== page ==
What flash drives are that costly? You haven't been shopping for the larger capacity models apparently. Have a look at one price for a 256gb I initially found priced for less elsewhere but this will show just how high they can be at times in this 2010 blog on a Kingston DT310 256gb model. Kingston's 256GB USB Flash Drive is $1,108

The price I had been finding was actually between $500-$600 while shopping around. As for the original WD Raptors I think you will find even the 36gb and 74gb models released in 2003 were 10k rpm with a life expectancy of 1.2million hrs. for reliability.

As for heat that was operating temps when a case isn't adequately cooled. Note since they are not mechanical they won't have any internal heat built up like you would see with a mechanical but more like your average dimm would be seeing. One of the main reasons is from not drawing the power from the supply you would see from a mechanical drive as a rule there.
And obviously 2010 models and prices aren't "current".

I know how fast the original raptors were, none were ever 15k.

I don't know what you are trying to say in the last paragraph. I do know there will never be any issues with heat with an SSD......short of a power supply failure or internal case fire.
My System SpecsSystem Spec
14 Jan 2013   #28
essenbe

Windows 7 Enterprise X64/Windows 10 Enterprise X64/Windows 10 Pro X64/Linux Mint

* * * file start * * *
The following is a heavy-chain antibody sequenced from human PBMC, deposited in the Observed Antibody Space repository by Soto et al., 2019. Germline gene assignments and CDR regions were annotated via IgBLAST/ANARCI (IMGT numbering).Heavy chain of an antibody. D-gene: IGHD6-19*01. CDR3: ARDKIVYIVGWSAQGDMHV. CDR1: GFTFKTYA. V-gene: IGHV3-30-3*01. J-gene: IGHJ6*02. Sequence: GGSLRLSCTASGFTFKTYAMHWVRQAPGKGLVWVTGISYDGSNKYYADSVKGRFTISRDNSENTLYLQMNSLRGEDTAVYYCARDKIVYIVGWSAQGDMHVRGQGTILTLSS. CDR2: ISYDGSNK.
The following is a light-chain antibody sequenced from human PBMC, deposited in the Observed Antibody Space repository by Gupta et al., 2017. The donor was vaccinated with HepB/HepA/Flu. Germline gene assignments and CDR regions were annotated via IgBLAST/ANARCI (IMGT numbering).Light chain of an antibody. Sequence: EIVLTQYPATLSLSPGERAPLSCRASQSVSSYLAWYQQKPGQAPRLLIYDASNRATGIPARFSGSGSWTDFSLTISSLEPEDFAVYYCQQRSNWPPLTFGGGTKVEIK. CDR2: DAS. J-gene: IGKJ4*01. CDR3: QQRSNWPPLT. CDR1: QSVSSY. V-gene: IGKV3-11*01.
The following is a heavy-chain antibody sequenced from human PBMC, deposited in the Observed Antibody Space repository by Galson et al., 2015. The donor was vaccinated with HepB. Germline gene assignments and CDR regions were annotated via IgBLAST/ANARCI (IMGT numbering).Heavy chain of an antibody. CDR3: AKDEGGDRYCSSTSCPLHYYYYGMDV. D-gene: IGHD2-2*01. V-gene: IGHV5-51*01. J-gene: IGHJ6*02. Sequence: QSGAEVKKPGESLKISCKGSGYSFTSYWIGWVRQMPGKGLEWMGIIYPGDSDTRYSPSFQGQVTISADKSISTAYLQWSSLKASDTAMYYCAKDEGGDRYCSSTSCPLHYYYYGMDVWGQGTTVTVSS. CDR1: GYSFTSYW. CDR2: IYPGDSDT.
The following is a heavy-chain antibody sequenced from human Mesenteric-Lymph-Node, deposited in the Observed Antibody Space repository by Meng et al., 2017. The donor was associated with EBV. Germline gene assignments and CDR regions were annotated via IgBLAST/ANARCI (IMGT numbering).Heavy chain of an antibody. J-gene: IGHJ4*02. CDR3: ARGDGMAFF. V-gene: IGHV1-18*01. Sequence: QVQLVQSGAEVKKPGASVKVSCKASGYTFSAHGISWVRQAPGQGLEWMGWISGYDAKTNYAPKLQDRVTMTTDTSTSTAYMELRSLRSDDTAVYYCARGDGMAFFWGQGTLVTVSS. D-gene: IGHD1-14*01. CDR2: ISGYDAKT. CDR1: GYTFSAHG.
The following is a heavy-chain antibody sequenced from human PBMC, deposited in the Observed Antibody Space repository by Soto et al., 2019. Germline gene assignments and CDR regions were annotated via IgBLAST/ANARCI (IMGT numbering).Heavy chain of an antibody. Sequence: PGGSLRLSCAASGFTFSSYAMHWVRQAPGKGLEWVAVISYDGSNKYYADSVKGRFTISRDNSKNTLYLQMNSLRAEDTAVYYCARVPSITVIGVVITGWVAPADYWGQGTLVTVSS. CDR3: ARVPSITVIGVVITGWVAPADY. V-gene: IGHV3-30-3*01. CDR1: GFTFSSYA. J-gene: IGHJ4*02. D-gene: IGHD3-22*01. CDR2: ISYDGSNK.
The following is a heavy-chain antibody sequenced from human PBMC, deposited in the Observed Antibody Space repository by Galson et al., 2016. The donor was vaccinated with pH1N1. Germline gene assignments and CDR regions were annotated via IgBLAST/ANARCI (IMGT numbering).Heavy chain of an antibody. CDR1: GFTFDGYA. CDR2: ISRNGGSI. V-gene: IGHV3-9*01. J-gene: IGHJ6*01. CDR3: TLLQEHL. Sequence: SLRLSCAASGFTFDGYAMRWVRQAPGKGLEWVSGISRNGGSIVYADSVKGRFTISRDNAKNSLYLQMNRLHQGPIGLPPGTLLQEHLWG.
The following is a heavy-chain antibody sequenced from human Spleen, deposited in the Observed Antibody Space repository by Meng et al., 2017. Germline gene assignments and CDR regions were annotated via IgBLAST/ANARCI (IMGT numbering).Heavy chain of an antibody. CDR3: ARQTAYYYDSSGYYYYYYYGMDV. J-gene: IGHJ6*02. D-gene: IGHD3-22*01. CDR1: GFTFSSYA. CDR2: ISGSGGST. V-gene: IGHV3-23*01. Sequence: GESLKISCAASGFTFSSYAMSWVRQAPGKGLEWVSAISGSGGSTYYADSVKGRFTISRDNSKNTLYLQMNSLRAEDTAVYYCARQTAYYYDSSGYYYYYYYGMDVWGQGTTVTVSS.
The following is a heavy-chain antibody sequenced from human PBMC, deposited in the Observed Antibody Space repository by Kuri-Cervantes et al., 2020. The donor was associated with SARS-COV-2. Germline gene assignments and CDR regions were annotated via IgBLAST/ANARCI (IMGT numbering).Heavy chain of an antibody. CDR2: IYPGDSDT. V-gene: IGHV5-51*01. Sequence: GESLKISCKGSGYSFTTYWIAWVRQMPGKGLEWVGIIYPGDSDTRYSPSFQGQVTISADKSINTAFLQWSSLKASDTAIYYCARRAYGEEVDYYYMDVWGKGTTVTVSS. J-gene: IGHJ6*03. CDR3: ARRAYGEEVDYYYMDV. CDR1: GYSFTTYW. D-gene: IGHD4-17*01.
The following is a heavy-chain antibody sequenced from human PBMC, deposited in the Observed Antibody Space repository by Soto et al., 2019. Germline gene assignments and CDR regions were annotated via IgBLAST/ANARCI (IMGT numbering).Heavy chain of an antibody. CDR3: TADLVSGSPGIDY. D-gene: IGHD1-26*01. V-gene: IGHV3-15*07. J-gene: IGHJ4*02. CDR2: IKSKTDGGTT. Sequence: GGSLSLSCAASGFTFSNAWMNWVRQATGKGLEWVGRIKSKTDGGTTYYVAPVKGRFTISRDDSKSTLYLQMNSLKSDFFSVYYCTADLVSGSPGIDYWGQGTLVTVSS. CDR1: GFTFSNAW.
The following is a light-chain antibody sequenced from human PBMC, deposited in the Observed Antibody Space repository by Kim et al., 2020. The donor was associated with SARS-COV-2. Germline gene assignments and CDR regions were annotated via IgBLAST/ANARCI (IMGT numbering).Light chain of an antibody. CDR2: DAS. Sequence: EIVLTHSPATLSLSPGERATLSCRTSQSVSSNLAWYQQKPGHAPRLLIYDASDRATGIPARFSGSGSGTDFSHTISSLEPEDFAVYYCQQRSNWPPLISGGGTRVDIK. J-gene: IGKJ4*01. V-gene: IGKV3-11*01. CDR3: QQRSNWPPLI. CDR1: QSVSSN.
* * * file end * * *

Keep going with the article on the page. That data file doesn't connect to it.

How did we get on USB flash drives? I thought the OP was asking about SSDs. SSDs and USB Flash drives are not even close to similar.
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14 Jan 2013   #29
Night Hawk

W7 Ultimate x64/W10 Pro x64 dual boot main build-remote pc W10 Pro x64 Insider Preview/W7 Pro x64
 
 

Quote   Quote: Originally Posted by essenbe View Post
How did we get on USB flash drives? I thought the OP was asking about SSDs. SSDs and USB Flash drives are not even close to similar.
Both still use NAND technology or more commonly referred to as flash memory. Flash drives are a bit more limited in the number of channels used resulting in a lower performance since their general application isn't for OSs to start with. Then you add the usb controller vs Sata controller differences in as well.

Despite being used on usb flash drives can still be OSed however despite the performance hit for things like trying out the other guy's OS or for data recovery tools. Once you get into capacity with either SSD or flash drives you still run into the high prices and why the reference was made to flash drives earlier.
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14 Jan 2013   #30
essenbe

Windows 7 Enterprise X64/Windows 10 Enterprise X64/Windows 10 Pro X64/Linux Mint
 
 

They're not in the same class, and as far as prices you're quoting over $1000 for a USB 256GB drive and a 256GB SSD is about 50 times faster and less than $200.
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 Could I use a 60-64 gb ssd for a windows 7 boot drive?